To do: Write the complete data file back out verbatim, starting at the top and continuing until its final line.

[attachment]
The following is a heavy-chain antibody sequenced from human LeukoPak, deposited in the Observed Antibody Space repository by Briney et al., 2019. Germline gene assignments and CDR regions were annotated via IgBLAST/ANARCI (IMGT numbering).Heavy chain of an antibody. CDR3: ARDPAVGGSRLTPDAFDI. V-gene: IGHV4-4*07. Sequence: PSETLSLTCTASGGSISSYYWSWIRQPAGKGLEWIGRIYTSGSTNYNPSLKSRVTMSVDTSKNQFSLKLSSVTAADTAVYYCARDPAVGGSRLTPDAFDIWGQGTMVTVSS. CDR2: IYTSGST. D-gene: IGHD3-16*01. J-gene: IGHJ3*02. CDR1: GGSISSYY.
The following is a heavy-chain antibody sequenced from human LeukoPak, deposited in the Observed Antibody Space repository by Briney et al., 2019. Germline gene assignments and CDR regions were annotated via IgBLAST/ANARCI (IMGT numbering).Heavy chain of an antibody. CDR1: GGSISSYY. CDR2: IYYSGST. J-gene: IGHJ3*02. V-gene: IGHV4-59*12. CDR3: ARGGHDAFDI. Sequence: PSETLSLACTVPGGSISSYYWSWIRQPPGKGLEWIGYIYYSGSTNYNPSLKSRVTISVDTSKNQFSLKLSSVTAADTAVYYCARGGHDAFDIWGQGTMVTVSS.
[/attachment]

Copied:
The following is a heavy-chain antibody sequenced from human LeukoPak, deposited in the Observed Antibody Space repository by Briney et al., 2019. Germline gene assignments and CDR regions were annotated via IgBLAST/ANARCI (IMGT numbering).Heavy chain of an antibody. CDR3: ARDPAVGGSRLTPDAFDI. V-gene: IGHV4-4*07. Sequence: PSETLSLTCTASGGSISSYYWSWIRQPAGKGLEWIGRIYTSGSTNYNPSLKSRVTMSVDTSKNQFSLKLSSVTAADTAVYYCARDPAVGGSRLTPDAFDIWGQGTMVTVSS. CDR2: IYTSGST. D-gene: IGHD3-16*01. J-gene: IGHJ3*02. CDR1: GGSISSYY.
The following is a heavy-chain antibody sequenced from human LeukoPak, deposited in the Observed Antibody Space repository by Briney et al., 2019. Germline gene assignments and CDR regions were annotated via IgBLAST/ANARCI (IMGT numbering).Heavy chain of an antibody. CDR1: GGSISSYY. CDR2: IYYSGST. J-gene: IGHJ3*02. V-gene: IGHV4-59*12. CDR3: ARGGHDAFDI. Sequence: PSETLSLACTVPGGSISSYYWSWIRQPPGKGLEWIGYIYYSGSTNYNPSLKSRVTISVDTSKNQFSLKLSSVTAADTAVYYCARGGHDAFDIWGQGTMVTVSS.